This article is part of a series.
- Part 1 - The Hunter S. Thompson Board -- Arduino Mega Mini
- Part 2 - My Eagle PCB Walkthrough
- Part 3 - Mega Mini Motor Shield (M^3)
- Part 4 - My Eagle PCB Walkthrough
- Part 5 - Populating and Programming and APM
- Part 6 - Incomplete Works
- Part 7 - HM-10
- Part 8 - Jot
- Part 9 - Homemade Pulse Sensor
- Part 10 - ATtiny Adventure -- I2C on ATtiny 84/85
- Part 11 - ATtiny Bitsy Spider
- Part 12 - Kobold
- Part 13 - This Article
- Part 14 - The Valdez Mutant -- LPC1114 QFN
- Part 15 - Lab Controller PCB
- Part 16 - Lab Controller v05-09
- Part 17 - Robber Board
Originally posted on www.letsmakerobots.com
UPDATE: August 10th, 2014
I printed a body and added BLE. I’ll explain tomorrow after I get some rest, but the BLE was to allow me to test directed locomotion. I’ve also done some feature testing (load-sharing, charging circuit, “hunger” ADC), the board is actually a good design. Works well.
The BLE is the HM-11, itty-bitty BLE.
My goal is to test the physical and feature designs with the ATtiny84, and when Mr. Bdk6 releases his toolchain for the LPC1114, switch it as the controlling chip.
This is my version of Yahmez’ Baby Bot, the ATtiny84 Y-Baby (YB84). There are few differences from Yahmez’ version.
- This version uses an ATtiny84.
- It uses a LIR2032.
- It has a charge circuit built in, using the MCP73831. This circuit has load-sharing capability so the baby can “feed” without sleeping.
- The YB84 has two LED indicators.
- One pin on the YB84 monitors the battery voltage, so it can tell how “hungry” it is.
This version came about because Yahmez’ Baby Bots were so damn cool I had to copy them. Here’s the node where I asked permission and added design notes. Also, I’ve wanted to make a small, cheap, small robot to couple with my Overlord projects in hope to develop an electronic lab-rat.
Here is the BOM:
- 1 x LIR2032 – $.44
- 1 x 1uF 0402 – $.08
- 1 x 4.7uF 0805 – $.10
- 1 x B130LAW – $.41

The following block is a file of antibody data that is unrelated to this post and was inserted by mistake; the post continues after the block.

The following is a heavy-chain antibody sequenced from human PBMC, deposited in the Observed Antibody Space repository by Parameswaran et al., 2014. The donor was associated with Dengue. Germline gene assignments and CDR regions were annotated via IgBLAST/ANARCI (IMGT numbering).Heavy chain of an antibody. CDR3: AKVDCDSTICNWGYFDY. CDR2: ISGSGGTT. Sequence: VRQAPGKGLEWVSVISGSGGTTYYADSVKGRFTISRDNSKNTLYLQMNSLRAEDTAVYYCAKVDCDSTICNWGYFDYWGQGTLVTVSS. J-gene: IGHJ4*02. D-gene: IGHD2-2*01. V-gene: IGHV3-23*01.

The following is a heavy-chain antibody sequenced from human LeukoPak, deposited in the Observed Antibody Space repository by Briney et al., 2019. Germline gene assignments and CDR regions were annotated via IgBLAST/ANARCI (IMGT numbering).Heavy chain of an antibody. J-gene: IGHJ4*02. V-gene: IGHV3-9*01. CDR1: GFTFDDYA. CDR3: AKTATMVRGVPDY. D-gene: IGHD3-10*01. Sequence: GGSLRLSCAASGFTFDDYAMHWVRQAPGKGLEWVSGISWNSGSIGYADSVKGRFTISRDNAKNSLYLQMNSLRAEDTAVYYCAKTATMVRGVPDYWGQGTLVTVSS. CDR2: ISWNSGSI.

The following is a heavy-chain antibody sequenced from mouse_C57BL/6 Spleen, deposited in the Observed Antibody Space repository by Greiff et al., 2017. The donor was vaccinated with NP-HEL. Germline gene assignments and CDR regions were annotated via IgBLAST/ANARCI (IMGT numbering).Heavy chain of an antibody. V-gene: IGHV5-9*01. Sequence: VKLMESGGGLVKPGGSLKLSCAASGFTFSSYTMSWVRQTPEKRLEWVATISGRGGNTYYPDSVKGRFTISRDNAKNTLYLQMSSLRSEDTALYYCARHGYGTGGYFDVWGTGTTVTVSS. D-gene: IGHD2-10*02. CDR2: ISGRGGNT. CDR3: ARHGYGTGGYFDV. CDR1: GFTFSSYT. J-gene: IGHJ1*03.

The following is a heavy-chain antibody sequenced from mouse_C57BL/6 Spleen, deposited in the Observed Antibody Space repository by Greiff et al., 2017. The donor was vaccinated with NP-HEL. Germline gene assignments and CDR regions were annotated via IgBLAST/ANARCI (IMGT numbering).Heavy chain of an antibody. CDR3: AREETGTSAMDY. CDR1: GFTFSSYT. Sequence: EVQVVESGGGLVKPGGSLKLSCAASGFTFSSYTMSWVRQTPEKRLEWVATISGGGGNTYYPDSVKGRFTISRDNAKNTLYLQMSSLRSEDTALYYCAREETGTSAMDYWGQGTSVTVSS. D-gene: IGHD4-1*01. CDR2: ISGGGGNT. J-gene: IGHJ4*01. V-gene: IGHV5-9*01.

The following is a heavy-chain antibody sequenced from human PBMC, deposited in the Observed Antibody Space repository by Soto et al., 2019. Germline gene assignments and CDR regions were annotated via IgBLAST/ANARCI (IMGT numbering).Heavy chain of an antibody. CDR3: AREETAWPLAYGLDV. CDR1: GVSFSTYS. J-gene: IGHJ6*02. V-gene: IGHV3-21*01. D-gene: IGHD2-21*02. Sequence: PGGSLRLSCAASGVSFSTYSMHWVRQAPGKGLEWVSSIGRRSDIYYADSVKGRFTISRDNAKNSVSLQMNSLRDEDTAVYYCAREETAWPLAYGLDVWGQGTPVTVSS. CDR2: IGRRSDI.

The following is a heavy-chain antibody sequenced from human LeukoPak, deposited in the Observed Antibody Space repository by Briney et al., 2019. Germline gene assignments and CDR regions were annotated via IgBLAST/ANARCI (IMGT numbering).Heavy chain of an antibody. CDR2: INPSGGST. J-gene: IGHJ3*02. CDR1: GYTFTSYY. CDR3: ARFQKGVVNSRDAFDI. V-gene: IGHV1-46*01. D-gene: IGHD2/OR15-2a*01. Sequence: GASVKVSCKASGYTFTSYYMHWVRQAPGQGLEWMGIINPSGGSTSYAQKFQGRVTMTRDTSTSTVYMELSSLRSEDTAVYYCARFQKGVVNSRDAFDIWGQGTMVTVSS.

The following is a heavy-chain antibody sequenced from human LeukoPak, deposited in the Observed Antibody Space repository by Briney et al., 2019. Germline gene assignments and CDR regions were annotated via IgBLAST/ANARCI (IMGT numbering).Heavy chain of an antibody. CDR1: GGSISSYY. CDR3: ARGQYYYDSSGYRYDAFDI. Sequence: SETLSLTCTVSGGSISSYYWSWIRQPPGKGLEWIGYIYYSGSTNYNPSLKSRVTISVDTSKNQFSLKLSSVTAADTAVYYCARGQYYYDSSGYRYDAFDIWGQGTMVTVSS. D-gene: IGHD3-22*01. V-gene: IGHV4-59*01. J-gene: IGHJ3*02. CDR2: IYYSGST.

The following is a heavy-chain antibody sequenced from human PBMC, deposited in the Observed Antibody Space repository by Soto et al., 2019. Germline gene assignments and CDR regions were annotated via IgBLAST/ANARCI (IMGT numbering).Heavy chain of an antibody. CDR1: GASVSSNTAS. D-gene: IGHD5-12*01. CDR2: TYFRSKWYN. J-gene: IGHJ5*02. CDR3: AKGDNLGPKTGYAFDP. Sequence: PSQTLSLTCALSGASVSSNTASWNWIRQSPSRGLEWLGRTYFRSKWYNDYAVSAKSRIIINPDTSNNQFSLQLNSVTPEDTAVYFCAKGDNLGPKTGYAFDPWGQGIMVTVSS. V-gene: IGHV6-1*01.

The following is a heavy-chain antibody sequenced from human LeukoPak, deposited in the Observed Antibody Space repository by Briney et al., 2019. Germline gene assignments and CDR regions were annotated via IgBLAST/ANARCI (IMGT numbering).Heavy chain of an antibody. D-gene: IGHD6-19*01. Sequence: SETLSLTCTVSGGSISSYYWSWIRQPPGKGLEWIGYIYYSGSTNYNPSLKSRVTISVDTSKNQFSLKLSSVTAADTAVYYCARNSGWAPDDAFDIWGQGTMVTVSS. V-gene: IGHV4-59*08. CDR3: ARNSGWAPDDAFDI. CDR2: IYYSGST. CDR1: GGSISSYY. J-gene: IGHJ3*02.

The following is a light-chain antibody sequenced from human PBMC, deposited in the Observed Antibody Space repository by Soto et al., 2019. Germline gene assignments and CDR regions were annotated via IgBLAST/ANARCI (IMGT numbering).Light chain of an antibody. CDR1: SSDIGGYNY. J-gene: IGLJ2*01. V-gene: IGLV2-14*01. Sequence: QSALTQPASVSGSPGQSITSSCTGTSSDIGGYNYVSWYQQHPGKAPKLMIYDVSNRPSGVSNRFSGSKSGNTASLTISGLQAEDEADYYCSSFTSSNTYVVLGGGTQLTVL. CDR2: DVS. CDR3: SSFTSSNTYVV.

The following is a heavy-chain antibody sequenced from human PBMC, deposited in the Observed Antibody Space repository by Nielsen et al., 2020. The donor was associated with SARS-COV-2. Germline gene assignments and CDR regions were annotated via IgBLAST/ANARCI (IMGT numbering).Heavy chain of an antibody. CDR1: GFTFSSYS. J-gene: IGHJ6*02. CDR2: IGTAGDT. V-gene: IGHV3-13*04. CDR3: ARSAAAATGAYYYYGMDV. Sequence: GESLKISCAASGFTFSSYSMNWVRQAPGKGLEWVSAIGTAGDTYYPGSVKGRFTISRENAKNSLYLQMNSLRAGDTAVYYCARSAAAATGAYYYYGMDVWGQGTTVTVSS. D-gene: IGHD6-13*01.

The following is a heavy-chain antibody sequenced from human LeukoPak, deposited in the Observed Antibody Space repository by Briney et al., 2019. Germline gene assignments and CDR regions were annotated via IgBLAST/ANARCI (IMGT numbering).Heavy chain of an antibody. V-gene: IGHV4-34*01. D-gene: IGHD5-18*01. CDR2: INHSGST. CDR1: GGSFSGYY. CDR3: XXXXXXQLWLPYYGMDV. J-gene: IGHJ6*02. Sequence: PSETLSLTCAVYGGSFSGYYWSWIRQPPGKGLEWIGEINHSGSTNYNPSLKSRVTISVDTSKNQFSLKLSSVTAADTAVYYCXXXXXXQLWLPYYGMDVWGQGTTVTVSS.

- 1 x DMP1045U – $..51
- 2 x 3mm IR LED – ?
- 1 x IR RX
- 3 x colorful LED 0603 – $.33
- 2 x MBT2222A (SOT-23) – $.24
- 1 x 60k Resistor 0402 – $.10
- 1 x 100k Resistor 0402 – $.10
- 5 x 330 Resistor 0402 $.50
- 1 x MCP73831 – $.61
- 1 x ATtiny84 – $.1.30
- 1 x YB84 PCB – $1.76
- 2 x virbation motor – $1.95
Note, I’ve not included the IR receiver or IR transmitters in the BOM. I’ve not tested the circuit yet, or sourced cheap parts. But I’m shooting to keep them under $10.
YB84 BOM Total: $7.70
Really, there wasn’t much to developing this little guy, Yahmez had done all the work. I simply selected an Atmel uC that I felt was cheap enough and provided enough pins to accomplish what I wanted to do with the little guy. The one problem I had was with the load-sharing circuit I tried to copy from Zak Kemble.
When I went to layout the load-circuit my mind got locked on the old thought, “MOSFET diodes go against the current.” This caused me to lay the DMP1045U down backwards, which essentially shorts the battery.
This took me a bit to figure out. I apparently wasn’t the only one that made the mistake, as a comment on Zak’s blog had a fellow asking my questions for me. In the end, I got the circuit sorted out and now the little guy works as intended.
That’s about it for now. I still have lots of testing to do on the little guy.
- Motor placement for correct movements.
- Leg angling for correct gait.
- IR-RX circuit.
- IR-TX circuit.
Currently, I have a pogo-pin programming header. But it is imperative to accomplish my goals for this little guy to make him programmable via IR. This should allow me to program a swarm of these little guys without manual interaction. I know the Kilotbot projects modified the Arduino code to do this very thing. My ideal setup is to add a mobile hanging over a swarm of these guys. On this mobile would be: IR-TX, IR-RX, and a camera. The camera would be using Overlord to track these guys and the IR to communicate with them in mass.
As always, thoughts, opinions, and critiques I welcome :)